Malnutrition is the leading cause of death and ill health worldwide, and in particular in developing countries. Over three billion men, women and children cannot afford a healthy diet. The COVID-19 crisis has made food and nutrition insecurity even worse, particularly for family farmers, who produce most of the world’s food.
Malnutrition remains one of the greatest global health challenges, and women and children are its most visible and vulnerable victims. Shortly after COVID-19 was declared a global pandemic, the 2020 Global Nutrition Report concluded that malnutrition is leading cause of deaths and ill health worldwide. Indeed, the global burden of disease is primarily diet-related, as the lack of healthy food items and nutrients appears to be a critical part of disease risk. As asserted by The State of Food Security and Nutrition in the World 2020, three billion people cannot afford healthy diets. This implies that the world is not on track to meet its zero-hunger goals.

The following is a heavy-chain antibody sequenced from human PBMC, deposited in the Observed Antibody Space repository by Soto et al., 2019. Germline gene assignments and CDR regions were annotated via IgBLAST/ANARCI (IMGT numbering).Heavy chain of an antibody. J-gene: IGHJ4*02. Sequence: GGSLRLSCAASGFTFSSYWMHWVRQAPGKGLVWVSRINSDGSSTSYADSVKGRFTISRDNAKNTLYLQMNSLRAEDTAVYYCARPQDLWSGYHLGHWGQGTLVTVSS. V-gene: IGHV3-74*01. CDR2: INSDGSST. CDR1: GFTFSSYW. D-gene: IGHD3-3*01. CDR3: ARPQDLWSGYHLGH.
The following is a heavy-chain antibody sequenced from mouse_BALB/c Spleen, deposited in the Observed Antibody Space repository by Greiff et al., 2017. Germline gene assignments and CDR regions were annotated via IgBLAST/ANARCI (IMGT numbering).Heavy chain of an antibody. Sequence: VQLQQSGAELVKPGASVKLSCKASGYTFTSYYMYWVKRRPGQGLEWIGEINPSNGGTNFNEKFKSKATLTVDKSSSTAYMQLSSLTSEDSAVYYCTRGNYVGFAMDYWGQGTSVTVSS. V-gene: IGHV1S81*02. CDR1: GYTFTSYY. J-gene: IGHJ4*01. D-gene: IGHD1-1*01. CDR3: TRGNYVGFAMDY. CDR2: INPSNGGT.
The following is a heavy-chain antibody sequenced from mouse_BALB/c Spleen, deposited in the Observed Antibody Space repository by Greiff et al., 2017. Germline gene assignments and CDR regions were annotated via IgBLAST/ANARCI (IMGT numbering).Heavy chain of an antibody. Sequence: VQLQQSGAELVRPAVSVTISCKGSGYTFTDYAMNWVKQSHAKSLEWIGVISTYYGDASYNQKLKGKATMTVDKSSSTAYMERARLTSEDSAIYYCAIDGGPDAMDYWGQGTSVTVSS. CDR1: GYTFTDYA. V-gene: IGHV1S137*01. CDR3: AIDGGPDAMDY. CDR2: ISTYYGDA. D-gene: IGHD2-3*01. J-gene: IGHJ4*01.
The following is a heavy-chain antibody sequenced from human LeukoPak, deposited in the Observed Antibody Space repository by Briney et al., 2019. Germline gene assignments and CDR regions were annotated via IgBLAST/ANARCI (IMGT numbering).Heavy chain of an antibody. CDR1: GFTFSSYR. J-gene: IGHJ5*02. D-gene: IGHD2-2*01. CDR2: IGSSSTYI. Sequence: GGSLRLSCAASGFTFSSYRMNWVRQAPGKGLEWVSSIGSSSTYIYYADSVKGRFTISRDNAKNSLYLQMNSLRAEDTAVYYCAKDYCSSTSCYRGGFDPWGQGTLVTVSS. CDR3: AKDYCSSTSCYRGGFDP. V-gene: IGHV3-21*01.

The COVID-19 crisis has worsened food and nutrition insecurity, reducing access to healthy foods around the globe. For instance, by 2022 this could result in an additional 168,000 child-deaths and 2.1 million maternal anemia cases in low and middle income countries. Food security cannot be achieved without access to adequate nutrition – in terms of protein, energy, vitamins and minerals – for all household members at all times. The wide diversity of existing food plants can contribute to reducing and even ending malnutrition and food scarcity by adding diversity and nutritional value to the diets of men, women and children. In Asia, wild food plants have been documented as a key source of vitamins, minerals, secondary metabolites and essential oils. In Africa, indigenous greens have been termed ‘super vegetables’ for their potential to contribute to better nutrition. Latin America is home to ‘super fruits’ rich in vitamins and other important nutrients.
What proven best practices have helped family farmers through this crisis? Family farmers from China, Nepal, Uganda, Zambia and Guatemala have increased their self-sufficiency by using edible plants growing in their surroundings. The SD=HS briefing Note argues that this should have major implications for policy and decision-making in times of food crisis.
Please find the complete blogpost here:
Plant biodiversity is key to ensuring farmers’ food and nutrition security in response to the Covid-19 crisis | Oxfam International
or download the briefing note written by Gisella Cruz-Garcia and Bert Visser.